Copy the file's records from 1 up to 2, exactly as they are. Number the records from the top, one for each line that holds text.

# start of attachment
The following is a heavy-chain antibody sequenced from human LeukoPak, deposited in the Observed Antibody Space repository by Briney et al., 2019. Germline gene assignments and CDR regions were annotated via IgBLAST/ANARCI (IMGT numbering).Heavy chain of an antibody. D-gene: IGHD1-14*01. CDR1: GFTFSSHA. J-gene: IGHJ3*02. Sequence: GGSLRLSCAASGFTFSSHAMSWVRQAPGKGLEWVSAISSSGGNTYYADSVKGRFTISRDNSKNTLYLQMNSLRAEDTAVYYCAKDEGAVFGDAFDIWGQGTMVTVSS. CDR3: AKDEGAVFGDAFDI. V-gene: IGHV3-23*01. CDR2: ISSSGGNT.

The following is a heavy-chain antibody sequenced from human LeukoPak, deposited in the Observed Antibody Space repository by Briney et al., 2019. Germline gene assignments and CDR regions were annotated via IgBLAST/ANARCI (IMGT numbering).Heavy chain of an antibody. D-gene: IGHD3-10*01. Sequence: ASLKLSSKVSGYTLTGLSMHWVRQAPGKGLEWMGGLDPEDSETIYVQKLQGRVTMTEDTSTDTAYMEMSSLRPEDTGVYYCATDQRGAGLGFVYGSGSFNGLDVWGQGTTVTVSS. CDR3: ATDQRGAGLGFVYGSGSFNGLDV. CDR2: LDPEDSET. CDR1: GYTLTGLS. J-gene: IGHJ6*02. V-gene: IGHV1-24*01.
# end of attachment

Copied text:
The following is a heavy-chain antibody sequenced from human LeukoPak, deposited in the Observed Antibody Space repository by Briney et al., 2019. Germline gene assignments and CDR regions were annotated via IgBLAST/ANARCI (IMGT numbering).Heavy chain of an antibody. D-gene: IGHD1-14*01. CDR1: GFTFSSHA. J-gene: IGHJ3*02. Sequence: GGSLRLSCAASGFTFSSHAMSWVRQAPGKGLEWVSAISSSGGNTYYADSVKGRFTISRDNSKNTLYLQMNSLRAEDTAVYYCAKDEGAVFGDAFDIWGQGTMVTVSS. CDR3: AKDEGAVFGDAFDI. V-gene: IGHV3-23*01. CDR2: ISSSGGNT.

The following is a heavy-chain antibody sequenced from human LeukoPak, deposited in the Observed Antibody Space repository by Briney et al., 2019. Germline gene assignments and CDR regions were annotated via IgBLAST/ANARCI (IMGT numbering).Heavy chain of an antibody. D-gene: IGHD3-10*01. Sequence: ASLKLSSKVSGYTLTGLSMHWVRQAPGKGLEWMGGLDPEDSETIYVQKLQGRVTMTEDTSTDTAYMEMSSLRPEDTGVYYCATDQRGAGLGFVYGSGSFNGLDVWGQGTTVTVSS. CDR3: ATDQRGAGLGFVYGSGSFNGLDV. CDR2: LDPEDSET. CDR1: GYTLTGLS. J-gene: IGHJ6*02. V-gene: IGHV1-24*01.